Introduction

R is an extremely powerful statistical scripting language. It is open-source and quickly gaining traction across academia, research organizations, and businesses. It is often the tool of choice for statisticians, data scientists, quantitative financial analysts, and a myriad of other professions. It is used for research at the vast majority of graduate schools. It is currently used by companies like Facebook, Google, the NY Times and Wallstreet financial organizations.

R is open-source and is freely available to download. You can put base R on any government computer. You can use base R as-is to write and run R script. That being said, RStudio has provided a very useful “front-end” for R that is generally easier to use (R is still the “engine”; you can’t run RStudio without R). We will primarily use RStudio in SE370. Some DoD organizations, however, will not allow you to install RStudio. Remember though, you can still run everything just like we teach you from base R.

In SE370 we have dedicated four lessons to learning how to conduct geospatial analysis in R. Spatial analysis and visualization is increasingly being used in industry, the military, other government organizations, and academia. R is powerful tool in this world of geospatial analysis and visualizaion and has hundreds of packages dedicated to these types of tasks (as seen here). In SE370 we will teach you how to accomplish the following geospatial tasks in R:

  1. Geocode locations
  2. Read in and understand spatial points data
  3. Read in and understand shape files
  4. Plot points on map (normal and with point density)
  5. Plot contour heat map
  6. Plot pie graph over polygons

If you need to conduct a quick review of R, I recommend that you look at two introductory lessons that we’ve developed for SE350:

Before you begin conducting spatial analysis in R, make sure that you install two necessary packages: ggmap and sp. This can be done in the packages tab in the lower right quadrant of RStudio. It can also be done on the command line by typing install.packages('ggmap') and install.packages('sp')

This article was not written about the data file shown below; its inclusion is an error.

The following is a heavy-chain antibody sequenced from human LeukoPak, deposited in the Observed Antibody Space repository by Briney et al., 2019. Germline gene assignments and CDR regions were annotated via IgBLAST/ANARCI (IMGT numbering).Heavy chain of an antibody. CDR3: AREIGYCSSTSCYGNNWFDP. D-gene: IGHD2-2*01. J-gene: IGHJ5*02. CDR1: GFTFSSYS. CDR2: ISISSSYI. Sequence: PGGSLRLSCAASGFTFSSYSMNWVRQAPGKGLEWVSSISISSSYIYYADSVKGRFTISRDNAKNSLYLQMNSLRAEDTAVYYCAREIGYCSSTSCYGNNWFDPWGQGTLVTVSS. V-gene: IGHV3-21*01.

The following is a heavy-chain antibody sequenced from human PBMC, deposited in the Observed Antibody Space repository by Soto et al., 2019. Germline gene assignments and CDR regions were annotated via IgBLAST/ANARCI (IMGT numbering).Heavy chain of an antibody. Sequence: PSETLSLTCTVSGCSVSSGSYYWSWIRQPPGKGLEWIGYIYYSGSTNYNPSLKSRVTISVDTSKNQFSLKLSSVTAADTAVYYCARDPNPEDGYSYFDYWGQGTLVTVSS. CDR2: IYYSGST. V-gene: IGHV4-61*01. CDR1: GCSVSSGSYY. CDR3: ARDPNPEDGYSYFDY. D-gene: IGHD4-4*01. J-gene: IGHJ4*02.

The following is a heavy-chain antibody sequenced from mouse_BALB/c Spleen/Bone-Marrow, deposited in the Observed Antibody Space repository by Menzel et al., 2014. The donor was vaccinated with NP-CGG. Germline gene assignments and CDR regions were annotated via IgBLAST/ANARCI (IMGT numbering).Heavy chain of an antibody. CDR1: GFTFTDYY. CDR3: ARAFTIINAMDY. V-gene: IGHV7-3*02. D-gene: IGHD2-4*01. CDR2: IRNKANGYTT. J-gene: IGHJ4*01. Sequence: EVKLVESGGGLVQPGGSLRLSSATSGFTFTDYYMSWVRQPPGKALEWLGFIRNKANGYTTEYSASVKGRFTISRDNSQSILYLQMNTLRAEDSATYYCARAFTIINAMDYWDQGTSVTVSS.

Point Data

Point data is the simplest type of geospatial data. Spatial point data is used represent the spatial nature of events. Examples of point data include the location of a customer’s iPhone purchases in business, the location of a crime in law enforcement, the location of attacks in the military, or the location of infrastructure in engineering. Point data means that an entity is represented by an x coordinate and a y coordinate in space. In data, this is most often done by recording a longitude and latitude. We are going to import a data set that you should already be familiar with: the Houston Crime data set. You can import this data with the command:

library(ggmap)
## Loading required package: ggplot2
data(crime)  ##After running this commend, you shoud see 'crime' in your working environment.

Now let’s explore the data. Let’s first see what the column names are:

names(crime)
##  [1] "time"     "date"     "hour"     "premise"  "offense"  "beat"    
##  [7] "block"    "street"   "type"     "suffix"   "number"   "month"   
## [13] "day"      "location" "address"  "lon"      "lat"

We see that we have some time fields, type of offense fields, as well as some spatial fields. In addition to the street address, we actually have the longitude and the latitude. We can get a little more information on the columns with the command:

str(crime)
## 'data.frame':    86314 obs. of  17 variables:
##  $ time    : POSIXt, format: "2010-01-01 01:00:00" "2010-01-01 01:00:00" ...
##  $ date    : chr  "1/1/2010" "1/1/2010" "1/1/2010" "1/1/2010" ...
##  $ hour    : int  0 0 0 0 0 0 0 0 0 0 ...
##  $ premise : chr  "18A" "13R" "20R" "20R" ...
##  $ offense : Factor w/ 7 levels "aggravated assault",..: 4 6 1 1 1 3 3 3 3 3 ...
##  $ beat    : chr  "15E30" "13D10" "16E20" "2A30" ...
##  $ block   : chr  "9600-9699" "4700-4799" "5000-5099" "1000-1099" ...
##  $ street  : chr  "marlive" "telephone" "wickview" "ashland" ...
##  $ type    : chr  "ln" "rd" "ln" "st" ...
##  $ suffix  : chr  "-" "-" "-" "-" ...
##  $ number  : int  1 1 1 1 1 1 1 1 1 1 ...
##  $ month   : Ord.factor w/ 8 levels "january"<"february"<..: 1 1 1 1 1 1 1 1 1 1 ...
##  $ day     : Ord.factor w/ 7 levels "monday"<"tuesday"<..: 5 5 5 5 5 5 5 5 5 5 ...
##  $ location: chr  "apartment parking lot" "road / street / sidewalk" "residence / house" "residence / house" ...
##  $ address : chr  "9650 marlive ln" "4750 telephone rd" "5050 wickview ln" "1050 ashland st" ...
##  $ lon     : num  -95.4 -95.3 -95.5 -95.4 -95.4 ...
##  $ lat     : num  29.7 29.7 29.6 29.8 29.7 ...

Now that we’ve learned a little bit about the data, let’s explore the spatial component of our data. To do this, I usually start by plotting it against a plane white background as simple x and y coordinates. To do this in R, we simply type:

plot(crime$lon,crime$lat,xlab="lon",ylab="lat")

plot of chunk unnamed-chunk-4

This plot shows us immediately that we have some outliers that seem to be pretty far away from Houston, Texas.

Now let’s showcase the power of the ggmap package by plotting this same data on an image from Google Maps. First, let’s learn how to get a map from Google Maps. The following code gets and plots a map of Houston from Google Maps:

qmap("houston", zoom = 13)  #This command retrieves and plots a map of Houston